(The center was a holding facility for children who had been arrested and were waiting to go to court. Resident was a socially acceptable term for Inmates who were Juveniles.)
Ebonee was a resident on the female unit. She was a pretty girl who kept her hair neat despite her surroundings. Her beauty and grooming drew the anger and envy of the other girls who would try to scratch her face pull her hair or find some way to make her less good-looking. She was a well-behaved kid so the female counselors liked her. They allowed her to do clean-up jobs and other duties that kept her away from the rest of the group as much as possible. This only made the other girls more jealous. I would see Ebonee every once in a while, when she was passing with the rest of the girls on her way to the lunchroom or when I worked on the unit next to the girl’s unit. The boys were the real reason that I first noticed her. They would go crazy whenever she was around. Some would be mesmerized. Some of the guy’s eyes would pop out of their heads. “Cool out, fellas,” I would say. “You act like you haven’t seen a pretty girl before.” They would act like hungry wolves looking at steak. I would say, “Calm down,” when she passed in the lunchroom but they continued to swoon and moon for her.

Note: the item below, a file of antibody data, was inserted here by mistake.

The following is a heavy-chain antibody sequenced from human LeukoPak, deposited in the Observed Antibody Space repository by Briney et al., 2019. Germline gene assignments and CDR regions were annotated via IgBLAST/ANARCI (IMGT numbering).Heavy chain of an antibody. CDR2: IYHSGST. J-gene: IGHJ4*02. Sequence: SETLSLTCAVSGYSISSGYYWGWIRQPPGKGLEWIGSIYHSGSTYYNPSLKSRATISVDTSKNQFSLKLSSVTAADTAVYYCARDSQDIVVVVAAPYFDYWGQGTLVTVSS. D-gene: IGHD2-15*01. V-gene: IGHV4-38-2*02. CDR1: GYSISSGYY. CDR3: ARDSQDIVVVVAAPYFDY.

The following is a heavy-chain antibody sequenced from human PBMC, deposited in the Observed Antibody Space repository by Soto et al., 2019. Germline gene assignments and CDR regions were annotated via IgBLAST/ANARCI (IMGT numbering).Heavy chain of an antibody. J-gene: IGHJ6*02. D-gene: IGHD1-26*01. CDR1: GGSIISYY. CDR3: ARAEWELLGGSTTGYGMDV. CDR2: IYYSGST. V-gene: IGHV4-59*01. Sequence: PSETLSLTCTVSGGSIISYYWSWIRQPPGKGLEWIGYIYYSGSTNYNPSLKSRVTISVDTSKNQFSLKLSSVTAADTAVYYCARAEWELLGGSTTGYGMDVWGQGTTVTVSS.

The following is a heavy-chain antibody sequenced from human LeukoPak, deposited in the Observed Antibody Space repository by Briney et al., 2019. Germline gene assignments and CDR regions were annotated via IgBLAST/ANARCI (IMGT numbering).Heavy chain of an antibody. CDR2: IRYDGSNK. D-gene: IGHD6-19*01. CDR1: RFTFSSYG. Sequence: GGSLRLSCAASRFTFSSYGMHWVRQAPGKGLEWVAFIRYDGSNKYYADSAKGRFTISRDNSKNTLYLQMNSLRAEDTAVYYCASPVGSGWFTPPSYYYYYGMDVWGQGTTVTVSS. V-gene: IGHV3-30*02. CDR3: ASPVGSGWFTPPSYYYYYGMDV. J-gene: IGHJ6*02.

I asked some of my co-workers, did you notice how the kids act when that little girl with the long hair is around?” One of them said, “You mean the one that has the body of a grown woman?” I said, “You know that’s not right. She’s just a kid. She probably has enough problems.” Over the years I had learned that you never know what a kid sees in you or why they choose to confide in one person and not another. It was important to be aware at all times. A teen could pick any of the counselors to open up to. They might report a pending escape or someone’s desire to commit suicide. They could pick any of the adults from the director to the maintenance man.
There was no rhyme or reason for why or when they opened up to you. It could be that you looked like someone they trusted or your mannerisms might be comfortable for them or a million other reasons. The key was to remain aware because you never know who they might feel safe enough to talk to. One day, out of the blue, Ebonee decided to open up to me. I think she overheard my reaction to one of the little guys who was crying. I told him that everything was going to be alright and this would all be over soon. Or she may have overheard my comment about her having enough problems. To be honest, I still have no idea why she picked me.